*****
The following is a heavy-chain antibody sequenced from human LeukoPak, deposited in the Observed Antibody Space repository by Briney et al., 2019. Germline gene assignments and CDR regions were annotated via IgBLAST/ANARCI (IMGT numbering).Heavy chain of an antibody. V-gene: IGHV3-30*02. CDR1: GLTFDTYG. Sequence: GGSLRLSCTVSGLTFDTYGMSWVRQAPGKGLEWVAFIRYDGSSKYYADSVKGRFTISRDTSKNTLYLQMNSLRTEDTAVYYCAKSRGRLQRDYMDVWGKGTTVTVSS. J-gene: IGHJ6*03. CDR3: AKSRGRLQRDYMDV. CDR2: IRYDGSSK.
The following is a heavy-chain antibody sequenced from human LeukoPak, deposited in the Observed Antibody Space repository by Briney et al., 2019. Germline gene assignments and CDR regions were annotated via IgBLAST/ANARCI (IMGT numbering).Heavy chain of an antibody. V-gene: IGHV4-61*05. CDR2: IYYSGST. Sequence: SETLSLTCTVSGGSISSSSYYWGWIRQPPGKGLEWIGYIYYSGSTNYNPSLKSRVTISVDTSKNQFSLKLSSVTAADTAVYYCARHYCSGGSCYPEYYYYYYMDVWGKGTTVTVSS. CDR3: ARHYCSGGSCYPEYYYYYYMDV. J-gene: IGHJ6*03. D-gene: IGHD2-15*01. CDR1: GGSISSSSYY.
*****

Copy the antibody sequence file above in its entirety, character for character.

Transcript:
The following is a heavy-chain antibody sequenced from human LeukoPak, deposited in the Observed Antibody Space repository by Briney et al., 2019. Germline gene assignments and CDR regions were annotated via IgBLAST/ANARCI (IMGT numbering).Heavy chain of an antibody. V-gene: IGHV3-30*02. CDR1: GLTFDTYG. Sequence: GGSLRLSCTVSGLTFDTYGMSWVRQAPGKGLEWVAFIRYDGSSKYYADSVKGRFTISRDTSKNTLYLQMNSLRTEDTAVYYCAKSRGRLQRDYMDVWGKGTTVTVSS. J-gene: IGHJ6*03. CDR3: AKSRGRLQRDYMDV. CDR2: IRYDGSSK.
The following is a heavy-chain antibody sequenced from human LeukoPak, deposited in the Observed Antibody Space repository by Briney et al., 2019. Germline gene assignments and CDR regions were annotated via IgBLAST/ANARCI (IMGT numbering).Heavy chain of an antibody. V-gene: IGHV4-61*05. CDR2: IYYSGST. Sequence: SETLSLTCTVSGGSISSSSYYWGWIRQPPGKGLEWIGYIYYSGSTNYNPSLKSRVTISVDTSKNQFSLKLSSVTAADTAVYYCARHYCSGGSCYPEYYYYYYMDVWGKGTTVTVSS. CDR3: ARHYCSGGSCYPEYYYYYYMDV. J-gene: IGHJ6*03. D-gene: IGHD2-15*01. CDR1: GGSISSSSYY.